Beware The Batman was controversial for being a CGI cartoon and trying to develop some of DC’s backbencher villains into something more threatening. But apparently, it’s not doing well enough for Cartoon Network: The series is off the air, and won’t be back until January.
We gave it a look-see a while back and found it solid, but in need of work. Since then, it’s been… well, solid, but in need of work. The show sometimes requires Batman to be dumb and impulsive, when really he’s neither, and Batman is still the least interesting guy in his own show. But it’s got some good moments, and it has been improving; choosing Katana as a “sidekick” was a far better choice than it looks on paper.
Nonetheless, fans of Young Justice and Green Lantern know this story just a little too well. The show is completely yanked off the schedule; not even reruns are airing. And it’s going to miss out on November, one of the key sweeps months for TV shows. Taken together, that’s some pretty ugly math.
Warner Brothers Animation actually does a superb job with DC characters, and especially Batman. Batman: The Brave And The Bold wasn’t to every taste, but it did a wonderful job using the Silver Age style and tone without being too self-serious. And they’ve been putting out animated adaptations on home video that get great marks from fans and critics alike.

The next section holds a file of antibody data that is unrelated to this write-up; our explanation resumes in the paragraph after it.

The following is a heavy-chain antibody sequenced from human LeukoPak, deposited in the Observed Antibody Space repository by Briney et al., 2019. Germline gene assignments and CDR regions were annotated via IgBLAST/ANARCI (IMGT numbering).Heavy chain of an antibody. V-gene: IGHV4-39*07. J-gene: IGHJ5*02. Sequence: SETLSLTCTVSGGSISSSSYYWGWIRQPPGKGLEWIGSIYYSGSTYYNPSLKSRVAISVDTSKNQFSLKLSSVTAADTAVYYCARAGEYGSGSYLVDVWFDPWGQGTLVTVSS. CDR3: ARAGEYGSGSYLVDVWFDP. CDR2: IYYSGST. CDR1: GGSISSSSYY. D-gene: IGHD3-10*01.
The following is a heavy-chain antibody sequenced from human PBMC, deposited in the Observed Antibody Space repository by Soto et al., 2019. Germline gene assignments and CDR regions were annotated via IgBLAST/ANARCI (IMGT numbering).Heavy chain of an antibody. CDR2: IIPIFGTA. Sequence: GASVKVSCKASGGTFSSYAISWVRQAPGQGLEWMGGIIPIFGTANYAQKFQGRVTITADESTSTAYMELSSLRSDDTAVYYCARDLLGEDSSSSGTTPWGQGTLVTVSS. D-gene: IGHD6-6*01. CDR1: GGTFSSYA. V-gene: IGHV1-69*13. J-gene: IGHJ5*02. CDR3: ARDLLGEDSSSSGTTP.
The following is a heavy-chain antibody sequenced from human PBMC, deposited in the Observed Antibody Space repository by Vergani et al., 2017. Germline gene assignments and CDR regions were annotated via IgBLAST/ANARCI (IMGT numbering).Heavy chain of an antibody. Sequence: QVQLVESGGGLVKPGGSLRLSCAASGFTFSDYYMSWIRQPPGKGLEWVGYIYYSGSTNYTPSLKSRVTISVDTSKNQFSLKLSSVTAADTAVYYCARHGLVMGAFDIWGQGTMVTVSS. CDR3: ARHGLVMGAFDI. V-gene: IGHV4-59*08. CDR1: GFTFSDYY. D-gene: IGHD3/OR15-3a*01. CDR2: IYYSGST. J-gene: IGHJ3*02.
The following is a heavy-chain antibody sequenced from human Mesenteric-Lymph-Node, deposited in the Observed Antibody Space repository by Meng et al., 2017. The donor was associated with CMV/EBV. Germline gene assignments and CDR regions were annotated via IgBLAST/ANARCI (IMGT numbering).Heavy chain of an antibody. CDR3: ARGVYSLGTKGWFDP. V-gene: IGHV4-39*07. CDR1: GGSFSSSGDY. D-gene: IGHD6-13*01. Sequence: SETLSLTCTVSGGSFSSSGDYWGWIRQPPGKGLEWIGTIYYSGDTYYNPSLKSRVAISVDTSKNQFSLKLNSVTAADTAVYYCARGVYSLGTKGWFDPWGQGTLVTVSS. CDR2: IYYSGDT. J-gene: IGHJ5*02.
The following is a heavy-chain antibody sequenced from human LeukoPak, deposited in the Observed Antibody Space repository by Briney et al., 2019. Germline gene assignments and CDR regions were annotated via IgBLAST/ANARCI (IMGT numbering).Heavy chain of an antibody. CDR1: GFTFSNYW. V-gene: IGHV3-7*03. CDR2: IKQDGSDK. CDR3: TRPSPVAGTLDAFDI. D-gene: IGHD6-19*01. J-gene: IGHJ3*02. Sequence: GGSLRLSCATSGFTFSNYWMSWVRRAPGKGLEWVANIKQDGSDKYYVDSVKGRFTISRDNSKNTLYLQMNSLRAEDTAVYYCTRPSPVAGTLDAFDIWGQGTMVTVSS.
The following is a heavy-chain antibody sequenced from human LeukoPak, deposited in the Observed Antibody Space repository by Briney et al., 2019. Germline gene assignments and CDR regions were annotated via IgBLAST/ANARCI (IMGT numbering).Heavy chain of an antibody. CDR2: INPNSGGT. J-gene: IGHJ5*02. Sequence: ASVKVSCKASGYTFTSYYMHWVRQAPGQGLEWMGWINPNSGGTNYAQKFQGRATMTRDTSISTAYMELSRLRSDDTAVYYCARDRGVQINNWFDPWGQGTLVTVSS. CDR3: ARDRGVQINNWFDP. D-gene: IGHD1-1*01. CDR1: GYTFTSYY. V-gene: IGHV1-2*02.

But it’s just not translating out into ratings success on Cartoon Network. In fact, the premiere of Beware the Batman underperformed compared to the show it replaced. It’s especially odd because Cartoon Network isn’t exactly stodgy and clueless themselves; you’d think the two would be able to work together.
Beware The Batman was always going to have problems with fans, best summed up by the Batman: Brave and The Bold episode starring Bat-Mite where they literally brought Paul Dini in to write an episode explaining that Batman: The Animated Series wasn’t the be-all end-all. But it seems odd that a show with such a popular character should be struggling this badly. Maybe if he’s not busy, Paul Dini can check in.